13. USE OF LEGAL CHALLENGES Increasingly both types of groups use legal challenges to pressure government. Court challenges to the legality of government action are conducted with that aim of declaring some actions ultra vires. Groups opposed to duck shooting used the ACT TV (1992) and Theophanous (1994) precedents in the High Court to successfully challenge gov’t regulations that restricted access to shooting areas. Levy v the State of Victoria found that such restrictions prevented their right to protest – and thus their freedom of speech, but did not extend as far as preventing duck shooters from shooting.

  14. INFLUENCES ON PRESSURE GROUP SUCCESS • Leadership: good leaders or high profile figureheads. Peter Garratt as head of ACF. • Size of membership and involvement of the community. • Level of professionalism. • Resources. • The importance of the group’s constituency – business groups succeed because the economy is important, groups promoting recreational fishing rights have less success because fishing is not important to many people or government.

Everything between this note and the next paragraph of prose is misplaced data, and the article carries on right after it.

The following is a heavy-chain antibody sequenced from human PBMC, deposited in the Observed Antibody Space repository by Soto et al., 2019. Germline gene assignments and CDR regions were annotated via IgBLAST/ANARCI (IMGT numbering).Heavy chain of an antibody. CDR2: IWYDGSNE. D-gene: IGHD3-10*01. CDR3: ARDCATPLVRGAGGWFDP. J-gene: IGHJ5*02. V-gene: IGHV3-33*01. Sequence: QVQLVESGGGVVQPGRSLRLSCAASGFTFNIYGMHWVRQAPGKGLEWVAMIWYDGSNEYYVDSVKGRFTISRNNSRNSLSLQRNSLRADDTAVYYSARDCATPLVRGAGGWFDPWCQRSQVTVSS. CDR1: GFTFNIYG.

15. INDIVIDUAL ACTION Generally individuals have less success pressuring government because they lack resources, organisation, public clout etc etc. However, some have had great success… Hetty Johnston’s campaigns for action against paedophiles eventually caused the resignation of Governor General Peter Hollingworth (who, when he was archbishop of Brisbane, failed to deal with allegations against priests) Tim Winton successfully campaigned against development at Ningaloo. Sir Gustav Nossal (scientist) and Sir Ronald Wilson (former High Court judge) have highlighted Aboriginal Reconciliation